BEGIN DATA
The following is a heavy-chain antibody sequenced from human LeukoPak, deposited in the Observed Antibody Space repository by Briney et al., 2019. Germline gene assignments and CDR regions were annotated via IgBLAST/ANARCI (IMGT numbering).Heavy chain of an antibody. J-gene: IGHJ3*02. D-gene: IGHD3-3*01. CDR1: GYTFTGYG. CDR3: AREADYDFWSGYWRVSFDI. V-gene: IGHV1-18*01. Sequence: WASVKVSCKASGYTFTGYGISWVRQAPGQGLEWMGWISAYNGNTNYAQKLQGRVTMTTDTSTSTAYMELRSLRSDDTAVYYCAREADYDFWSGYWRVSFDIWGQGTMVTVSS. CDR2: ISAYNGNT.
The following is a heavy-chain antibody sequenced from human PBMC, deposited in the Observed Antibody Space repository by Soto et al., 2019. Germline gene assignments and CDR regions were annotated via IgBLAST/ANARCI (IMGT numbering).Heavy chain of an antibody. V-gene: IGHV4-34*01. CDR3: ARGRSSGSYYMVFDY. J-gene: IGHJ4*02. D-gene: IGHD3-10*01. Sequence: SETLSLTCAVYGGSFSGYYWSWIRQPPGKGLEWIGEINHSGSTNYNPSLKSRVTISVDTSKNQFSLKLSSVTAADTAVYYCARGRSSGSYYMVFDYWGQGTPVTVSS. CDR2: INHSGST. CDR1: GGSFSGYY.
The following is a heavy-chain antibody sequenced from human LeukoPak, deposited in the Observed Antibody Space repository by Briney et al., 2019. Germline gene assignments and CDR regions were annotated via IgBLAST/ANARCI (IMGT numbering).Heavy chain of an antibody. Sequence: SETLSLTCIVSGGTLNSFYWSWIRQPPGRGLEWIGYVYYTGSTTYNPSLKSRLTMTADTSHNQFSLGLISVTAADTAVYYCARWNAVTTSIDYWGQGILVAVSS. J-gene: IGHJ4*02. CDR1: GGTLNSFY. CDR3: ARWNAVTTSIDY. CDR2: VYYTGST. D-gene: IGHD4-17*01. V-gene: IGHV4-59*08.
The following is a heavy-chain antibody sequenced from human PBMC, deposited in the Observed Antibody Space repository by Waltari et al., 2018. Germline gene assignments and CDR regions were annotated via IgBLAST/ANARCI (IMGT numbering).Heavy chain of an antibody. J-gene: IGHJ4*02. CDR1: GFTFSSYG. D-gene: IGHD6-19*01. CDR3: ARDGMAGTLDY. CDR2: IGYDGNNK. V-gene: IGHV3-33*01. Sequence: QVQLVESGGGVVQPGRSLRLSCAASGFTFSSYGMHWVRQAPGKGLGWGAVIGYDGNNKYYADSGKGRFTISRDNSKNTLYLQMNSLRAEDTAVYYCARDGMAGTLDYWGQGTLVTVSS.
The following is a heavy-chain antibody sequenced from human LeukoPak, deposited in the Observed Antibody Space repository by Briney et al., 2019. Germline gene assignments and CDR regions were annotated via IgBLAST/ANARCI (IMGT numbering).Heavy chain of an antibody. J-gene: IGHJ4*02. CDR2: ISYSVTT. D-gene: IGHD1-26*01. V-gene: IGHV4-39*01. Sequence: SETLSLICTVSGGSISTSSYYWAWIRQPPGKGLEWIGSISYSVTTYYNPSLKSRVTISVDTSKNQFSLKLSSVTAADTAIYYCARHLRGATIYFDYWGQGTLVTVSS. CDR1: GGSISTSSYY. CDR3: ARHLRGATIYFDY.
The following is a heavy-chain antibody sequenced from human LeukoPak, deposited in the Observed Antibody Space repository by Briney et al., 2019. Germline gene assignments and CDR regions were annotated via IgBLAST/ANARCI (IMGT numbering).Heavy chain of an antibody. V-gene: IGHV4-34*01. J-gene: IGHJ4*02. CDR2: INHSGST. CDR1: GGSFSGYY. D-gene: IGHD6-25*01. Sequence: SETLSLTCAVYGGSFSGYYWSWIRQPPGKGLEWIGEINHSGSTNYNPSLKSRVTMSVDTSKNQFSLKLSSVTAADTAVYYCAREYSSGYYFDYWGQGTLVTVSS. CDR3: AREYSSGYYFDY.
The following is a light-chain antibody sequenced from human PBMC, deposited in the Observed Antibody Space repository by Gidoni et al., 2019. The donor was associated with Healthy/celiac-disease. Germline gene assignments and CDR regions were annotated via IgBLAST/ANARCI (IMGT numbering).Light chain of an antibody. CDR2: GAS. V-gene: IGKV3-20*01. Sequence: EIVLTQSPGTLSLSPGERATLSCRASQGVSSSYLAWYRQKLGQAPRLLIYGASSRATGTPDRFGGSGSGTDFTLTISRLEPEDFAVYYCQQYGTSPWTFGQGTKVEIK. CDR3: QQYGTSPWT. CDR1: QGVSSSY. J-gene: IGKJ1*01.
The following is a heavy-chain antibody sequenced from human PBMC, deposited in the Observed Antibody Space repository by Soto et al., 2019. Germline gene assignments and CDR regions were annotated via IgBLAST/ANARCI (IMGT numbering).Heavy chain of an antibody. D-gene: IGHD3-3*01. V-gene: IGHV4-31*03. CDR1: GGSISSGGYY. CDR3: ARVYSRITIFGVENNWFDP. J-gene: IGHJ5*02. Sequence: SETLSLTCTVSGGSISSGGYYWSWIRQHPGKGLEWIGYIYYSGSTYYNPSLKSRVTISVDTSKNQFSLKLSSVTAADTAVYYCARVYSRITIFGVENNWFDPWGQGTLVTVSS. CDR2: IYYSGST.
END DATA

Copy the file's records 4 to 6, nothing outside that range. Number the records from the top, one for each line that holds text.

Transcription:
The following is a heavy-chain antibody sequenced from human PBMC, deposited in the Observed Antibody Space repository by Waltari et al., 2018. Germline gene assignments and CDR regions were annotated via IgBLAST/ANARCI (IMGT numbering).Heavy chain of an antibody. J-gene: IGHJ4*02. CDR1: GFTFSSYG. D-gene: IGHD6-19*01. CDR3: ARDGMAGTLDY. CDR2: IGYDGNNK. V-gene: IGHV3-33*01. Sequence: QVQLVESGGGVVQPGRSLRLSCAASGFTFSSYGMHWVRQAPGKGLGWGAVIGYDGNNKYYADSGKGRFTISRDNSKNTLYLQMNSLRAEDTAVYYCARDGMAGTLDYWGQGTLVTVSS.
The following is a heavy-chain antibody sequenced from human LeukoPak, deposited in the Observed Antibody Space repository by Briney et al., 2019. Germline gene assignments and CDR regions were annotated via IgBLAST/ANARCI (IMGT numbering).Heavy chain of an antibody. J-gene: IGHJ4*02. CDR2: ISYSVTT. D-gene: IGHD1-26*01. V-gene: IGHV4-39*01. Sequence: SETLSLICTVSGGSISTSSYYWAWIRQPPGKGLEWIGSISYSVTTYYNPSLKSRVTISVDTSKNQFSLKLSSVTAADTAIYYCARHLRGATIYFDYWGQGTLVTVSS. CDR1: GGSISTSSYY. CDR3: ARHLRGATIYFDY.
The following is a heavy-chain antibody sequenced from human LeukoPak, deposited in the Observed Antibody Space repository by Briney et al., 2019. Germline gene assignments and CDR regions were annotated via IgBLAST/ANARCI (IMGT numbering).Heavy chain of an antibody. V-gene: IGHV4-34*01. J-gene: IGHJ4*02. CDR2: INHSGST. CDR1: GGSFSGYY. D-gene: IGHD6-25*01. Sequence: SETLSLTCAVYGGSFSGYYWSWIRQPPGKGLEWIGEINHSGSTNYNPSLKSRVTMSVDTSKNQFSLKLSSVTAADTAVYYCAREYSSGYYFDYWGQGTLVTVSS. CDR3: AREYSSGYYFDY.